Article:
On the other hand, the Pakistani business communities believe that they are in a non-benefitting situation and the cheap Chinese products will harm the indigenous manufacturers. The economists argue that since the Chinese imports will have reduced or no taxes; there is a possibility that Pakistan’s economy will be negatively impacted and a steep decline in the revenue collection is estimated. In addition, the federal government of Pakistan has promised to build the western route so as to benefit Balochistan and Khyber Pakhtunkhwa, but its implementation is unlikely. As a result, CPEC is facing less encouragement from the political and economic stakeholders, and local people. Added to which, the whole Pakistan-China collaboration is being touted as Nawaz’s own political ambition.
Considering the conflict ridden state in Pakistan, China demands support and encouragement from the Pakistan army generals. Pakistan’s army has always played a dominant role in shaping and guiding Pakistan’s foreign and security policy. The state has sailed through four military coups since its independence in 1947. Interestingly, the Pakistan Army has taken special interest in this project. It called for installing a CPEC Authority for efficient plan execution. Over 15000 troops have been set up for overlooking the security of the Chinese workers and contractors involved in upgrading the transit facilities based in Balochistan, the stronghold of Afghan and Pakistan Taliban forces. However, it is argued that the greater involvement of the army vis-à-vis developmental projects with the external powers may heighten the ever-present civil-military tensions in Pakistan.
It is no secret that Pakistan is a breeding ground for dissensions and rebel groups. It becomes tedious then for viable bilateral and multilateral projects to work and sustain. For example, the Baloch rebels have constantly opposed the CPEC, and threaten to attack the people involved and destroy the infrastructures. Yet, projects like CPEC are important for the growth and prosperity of Pakistan. The proposed corridor and a place in the OBOR plan, has brought economic and strategic implications for Pakistan. As a result, crucial steps have beeb taken to remove obstacles in the path of CPEC. According to Media reports, the China Great Wall Industry Cooperation and the Pakistan Space and Upper Atmosphere Research Commission have signed an agreement to install a Pakistan Remote Sensing Satellite (PRSS-1) System, to be launched in June 2018, for safeguarding and monitoring the execution of the plan.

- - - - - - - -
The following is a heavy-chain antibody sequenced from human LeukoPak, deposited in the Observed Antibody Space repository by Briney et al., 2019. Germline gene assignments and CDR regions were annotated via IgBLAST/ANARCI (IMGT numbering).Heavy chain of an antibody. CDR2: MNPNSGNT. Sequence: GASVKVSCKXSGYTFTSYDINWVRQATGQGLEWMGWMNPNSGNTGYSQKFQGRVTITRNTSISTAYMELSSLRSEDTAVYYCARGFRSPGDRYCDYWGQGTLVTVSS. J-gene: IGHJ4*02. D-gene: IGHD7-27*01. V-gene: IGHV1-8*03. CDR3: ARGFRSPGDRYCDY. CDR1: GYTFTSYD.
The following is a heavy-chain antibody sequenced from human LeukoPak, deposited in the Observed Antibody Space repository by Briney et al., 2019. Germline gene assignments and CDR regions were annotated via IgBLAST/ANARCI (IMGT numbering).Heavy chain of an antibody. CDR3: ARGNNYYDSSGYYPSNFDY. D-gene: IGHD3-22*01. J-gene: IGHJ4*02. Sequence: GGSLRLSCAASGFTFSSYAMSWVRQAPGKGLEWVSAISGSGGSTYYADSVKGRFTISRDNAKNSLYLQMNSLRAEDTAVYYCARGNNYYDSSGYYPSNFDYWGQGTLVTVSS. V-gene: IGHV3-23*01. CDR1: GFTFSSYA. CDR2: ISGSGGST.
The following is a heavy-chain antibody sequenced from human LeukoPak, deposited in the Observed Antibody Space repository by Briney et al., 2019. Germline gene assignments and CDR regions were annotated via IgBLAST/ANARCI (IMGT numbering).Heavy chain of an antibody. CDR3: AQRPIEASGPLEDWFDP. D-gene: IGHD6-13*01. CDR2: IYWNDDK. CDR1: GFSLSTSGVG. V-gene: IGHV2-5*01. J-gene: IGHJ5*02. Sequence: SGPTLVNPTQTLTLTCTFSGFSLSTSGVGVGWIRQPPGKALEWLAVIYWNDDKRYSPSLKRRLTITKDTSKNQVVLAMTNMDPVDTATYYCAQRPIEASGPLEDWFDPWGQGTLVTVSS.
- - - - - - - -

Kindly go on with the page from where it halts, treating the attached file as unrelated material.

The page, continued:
Amidst these developments in the neighborhood, India is alarmed. It has objected to CPEC on the grounds that it runs through the disputed territory – Pakistan-occupied Kashmir (PoK). India has claimed that three divisions of the Chinese Army are stationed in the PoK. Yet, there is clear lack of public debate on the impact of CPEC on India. The strategic thinkers need to articulate a clear stand on the situation because after the CPEC completes, China would have total access to the state of Pakistan and not just to PoK. Therefore, the solution lies in aligning India with its ‘strategic partners’ and devise a pragmatic move at the earliest.
*Dr Pramod Jaiswal is Senior Research Officer at Institute of Peace and Conflict Studies, New Delhi and Aditi Paul is Research Scholar at Nelson Mandela Center for Peace and Conflict Resolution, Jamia Millia Islamia, New Delhi. They can be reached at: [email protected]